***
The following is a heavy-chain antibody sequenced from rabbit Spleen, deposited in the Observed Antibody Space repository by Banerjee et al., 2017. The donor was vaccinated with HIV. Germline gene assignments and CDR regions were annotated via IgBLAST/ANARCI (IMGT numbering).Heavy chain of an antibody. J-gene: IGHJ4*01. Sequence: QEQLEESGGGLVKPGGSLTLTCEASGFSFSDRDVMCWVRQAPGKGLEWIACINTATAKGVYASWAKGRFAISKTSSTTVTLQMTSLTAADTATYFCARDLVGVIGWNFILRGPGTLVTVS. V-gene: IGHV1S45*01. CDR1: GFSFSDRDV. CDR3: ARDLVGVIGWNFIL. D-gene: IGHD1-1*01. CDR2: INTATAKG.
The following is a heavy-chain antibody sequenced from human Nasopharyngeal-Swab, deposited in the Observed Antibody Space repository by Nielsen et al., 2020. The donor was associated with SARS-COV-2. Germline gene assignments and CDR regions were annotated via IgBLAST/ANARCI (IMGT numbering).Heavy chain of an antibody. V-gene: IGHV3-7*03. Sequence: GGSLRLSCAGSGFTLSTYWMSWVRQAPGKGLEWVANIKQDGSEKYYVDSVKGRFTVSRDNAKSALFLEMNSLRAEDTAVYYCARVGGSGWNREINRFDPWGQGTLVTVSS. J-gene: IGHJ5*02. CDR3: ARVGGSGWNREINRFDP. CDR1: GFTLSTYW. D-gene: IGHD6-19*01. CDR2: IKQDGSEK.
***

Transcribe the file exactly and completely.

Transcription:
The following is a heavy-chain antibody sequenced from rabbit Spleen, deposited in the Observed Antibody Space repository by Banerjee et al., 2017. The donor was vaccinated with HIV. Germline gene assignments and CDR regions were annotated via IgBLAST/ANARCI (IMGT numbering).Heavy chain of an antibody. J-gene: IGHJ4*01. Sequence: QEQLEESGGGLVKPGGSLTLTCEASGFSFSDRDVMCWVRQAPGKGLEWIACINTATAKGVYASWAKGRFAISKTSSTTVTLQMTSLTAADTATYFCARDLVGVIGWNFILRGPGTLVTVS. V-gene: IGHV1S45*01. CDR1: GFSFSDRDV. CDR3: ARDLVGVIGWNFIL. D-gene: IGHD1-1*01. CDR2: INTATAKG.
The following is a heavy-chain antibody sequenced from human Nasopharyngeal-Swab, deposited in the Observed Antibody Space repository by Nielsen et al., 2020. The donor was associated with SARS-COV-2. Germline gene assignments and CDR regions were annotated via IgBLAST/ANARCI (IMGT numbering).Heavy chain of an antibody. V-gene: IGHV3-7*03. Sequence: GGSLRLSCAGSGFTLSTYWMSWVRQAPGKGLEWVANIKQDGSEKYYVDSVKGRFTVSRDNAKSALFLEMNSLRAEDTAVYYCARVGGSGWNREINRFDPWGQGTLVTVSS. J-gene: IGHJ5*02. CDR3: ARVGGSGWNREINRFDP. CDR1: GFTLSTYW. D-gene: IGHD6-19*01. CDR2: IKQDGSEK.